It’s been a long time since I’ve seen police officers trolling around in those classic, boxy Crown Victorias and after watching The Glass Shield I had an unmistakable yearning to watch “CHiPs”. That sense of nostalgia was the only positive thing I carried away from the film. Everything else the movie touches turns to cinematic ash. Unfortunately it addresses important things including racism, gender equality and police brutality, three topics that deserve much better treatment.
Johnny “J.J.” Johnson. is a young black guy, fresh out of the training academy and newly assigned to the sheriff’s department by special appointment from the commissioner’s office. When he arrives on the first day in a department full of angry white men he’s completely oblivious to the childishly obvious reason behind his present appointment. It takes the department’s one female officer (who could, in a pinch, also pass for an angry white man) to point out that J.J. is only special for the color of his skin. The racial clichés only build from there.
In the world that writer/director Charles Burnett has created, generalizations are rampant. The only time a black person does anything wrong, it’s because a white person coerced him. The only time a white man does anything good, it’s because a black person encouraged him. White women are OK, but it’s even better if you’re a minority female. While Burnett’s racial commentaries seem to have the best intentions, they are as naïve as those of J.J. himself.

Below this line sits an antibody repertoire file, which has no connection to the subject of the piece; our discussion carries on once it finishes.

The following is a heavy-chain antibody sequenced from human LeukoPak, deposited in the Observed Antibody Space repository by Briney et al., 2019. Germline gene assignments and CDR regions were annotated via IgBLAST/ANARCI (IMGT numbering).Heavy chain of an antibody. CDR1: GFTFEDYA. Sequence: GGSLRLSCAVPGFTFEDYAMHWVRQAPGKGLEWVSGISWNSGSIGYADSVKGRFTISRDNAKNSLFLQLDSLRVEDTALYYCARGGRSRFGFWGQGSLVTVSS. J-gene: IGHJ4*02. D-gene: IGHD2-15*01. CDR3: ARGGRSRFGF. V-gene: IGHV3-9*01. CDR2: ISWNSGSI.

J.J.’s department is a den of thieves, a group of crooked cops who have recruited the worst of the worst into their ranks. It’s a collection of the most underhanded and aggressive white men on the planet and each one has mastered the art of hiding behind their gun and badge. When one of his fellow officers makes a race-based stop that results in the arrest of an alleged murderer, J.J. lies on the witness stand to cover up the illegitimate reasons behind the arrest. Unbeknownst to J.J. the entire arrest and trial is part of a massive, racially motivated conspiracy and he has unwittingly landed himself right in middle.
The Glass Shield lacks the kinds of saavy and sophistication that make for a good cop/courtroom drama. It spends too much time pushing its polarizing messages about racism to tell a compelling story, a total shame given the potential talent of the cast. Lead actor Michael Boatman, best known for his role as Carter on “Spin City”, does a great job playing the world’s most naïve person ever to be made an officer of the law. That quality in J.J. isn’t Boatman’s fault. It’s intentionally written that way in the script.
Elliot Gould, Bernie Casey, Lori Petty, and a host of other actors are completely wasted. It’s painful to watch them giving such great performances in such a poorly paced movie with muddled dialogue and simplistic character interactions.
Originally released in 1995, the The Glass Shield fails miserably in achieving its noble aspirations. On a technical level, the writing, score and cinematography all feel more like a nineties made-for-TV project. Still, TV shows like “CHiPs”, “In the Heat of the Night” and “Law & Order” have all handled the same topics and situations with greater success. They understood how to tell a compelling story that delivered powerful social statements without patronizing the audience.